So far astronomers have the means to deal with it, but what about in 10-20 years from now when the number of satellites is 100 times greater? You will not be able to take a single long exposure without these satellites appearing. It will make astronomy observation from the ground completely unpractical.

"We arent going to stop LEO traffic forever, not for any reason. Humanity belongs in space."

There is a big difference between typical LEO satellites and these mega constellations. The later are increasing the number of LEO objects at a rate unlike anything seen previously. The problem is specifically satellite constellations, NOT general LEO traffic.

"Starlink pays for Starship which will make space telescopes affordable, and ground astronomy obsolete for science purpose"

Even if the launch cost were zero, it would still be orders of magnitude more expensive to build and operate space telescopes. Astronomy with only space telescopes would only be possible if we had military-level funding for science. And there are still types of telescope which we cannot replicate in space, such as the 30-40 meter ELTs currently under construction. While building giant telescopes on the moon seems like a nice solution, it is still at least 50-100 years away and will always have an extreme cost associated with it.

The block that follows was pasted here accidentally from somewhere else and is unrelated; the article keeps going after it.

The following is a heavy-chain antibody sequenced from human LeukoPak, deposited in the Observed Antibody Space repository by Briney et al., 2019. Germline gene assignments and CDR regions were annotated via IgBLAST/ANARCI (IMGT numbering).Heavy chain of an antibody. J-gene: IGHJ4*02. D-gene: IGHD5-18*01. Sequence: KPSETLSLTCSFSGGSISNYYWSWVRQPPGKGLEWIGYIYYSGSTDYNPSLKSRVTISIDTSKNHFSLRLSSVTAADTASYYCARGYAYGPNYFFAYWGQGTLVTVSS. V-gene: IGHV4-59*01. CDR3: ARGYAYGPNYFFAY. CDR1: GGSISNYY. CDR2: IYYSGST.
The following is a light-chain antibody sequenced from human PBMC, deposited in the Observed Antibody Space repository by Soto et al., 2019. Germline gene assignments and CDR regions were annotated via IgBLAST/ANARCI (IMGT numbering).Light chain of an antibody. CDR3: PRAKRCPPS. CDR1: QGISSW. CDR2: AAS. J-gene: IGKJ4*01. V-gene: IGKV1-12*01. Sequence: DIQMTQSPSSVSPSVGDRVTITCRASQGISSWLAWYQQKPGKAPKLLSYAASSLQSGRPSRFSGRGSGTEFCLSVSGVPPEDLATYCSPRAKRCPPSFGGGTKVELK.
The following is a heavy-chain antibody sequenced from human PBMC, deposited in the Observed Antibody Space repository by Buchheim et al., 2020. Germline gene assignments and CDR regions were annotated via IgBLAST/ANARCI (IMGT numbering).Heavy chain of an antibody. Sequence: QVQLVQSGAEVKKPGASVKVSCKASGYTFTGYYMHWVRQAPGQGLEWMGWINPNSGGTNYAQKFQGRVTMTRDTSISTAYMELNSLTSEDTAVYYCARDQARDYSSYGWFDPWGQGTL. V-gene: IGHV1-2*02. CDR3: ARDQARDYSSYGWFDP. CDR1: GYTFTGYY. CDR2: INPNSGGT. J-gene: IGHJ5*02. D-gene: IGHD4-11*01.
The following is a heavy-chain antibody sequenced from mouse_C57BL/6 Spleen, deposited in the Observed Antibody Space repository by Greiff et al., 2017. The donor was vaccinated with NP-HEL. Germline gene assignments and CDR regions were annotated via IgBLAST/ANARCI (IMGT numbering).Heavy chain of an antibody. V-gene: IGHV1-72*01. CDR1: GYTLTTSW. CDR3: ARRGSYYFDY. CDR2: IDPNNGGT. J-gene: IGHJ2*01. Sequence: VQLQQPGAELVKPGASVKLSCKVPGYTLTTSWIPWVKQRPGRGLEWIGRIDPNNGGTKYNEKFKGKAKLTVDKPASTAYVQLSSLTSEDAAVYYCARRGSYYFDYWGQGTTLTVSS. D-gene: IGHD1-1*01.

"Millions of people having internet access is more important than what is realistically a minor short-term inconvenience to astronomers. Really, shame on you."

There are other ways to bring internet to everyone. And satellites constellations are not a "minor inconvenience", they have the potential to completely kill astronomical observation from the ground. It's not an exaggeration when astronomers say this. Astronomers know the observations they deal with. You should listen to what the experts say instead of choosing to believe what you find more comforting. Anyone that cares about the progress of science should be alarmed by the current trends of these mega constellations.


Goregue t1_jai1qnk wrote

People like you have no idea how much observations are done on the ground. The vast majority of astronomy research depends on ground telescopes. Even the big papers that use data from Hubble or JWST often depend on ground-based auxiliary data. It's completely nonviable to change all of astronomy to space. Even if the launch cost were zero, space telescopes are still orders of magnitude more expensive than ground-based ones. And we are still decades or centuries away from being able to build a 30-meter space telescope that would rival the resolution of the ELTs currently under construction.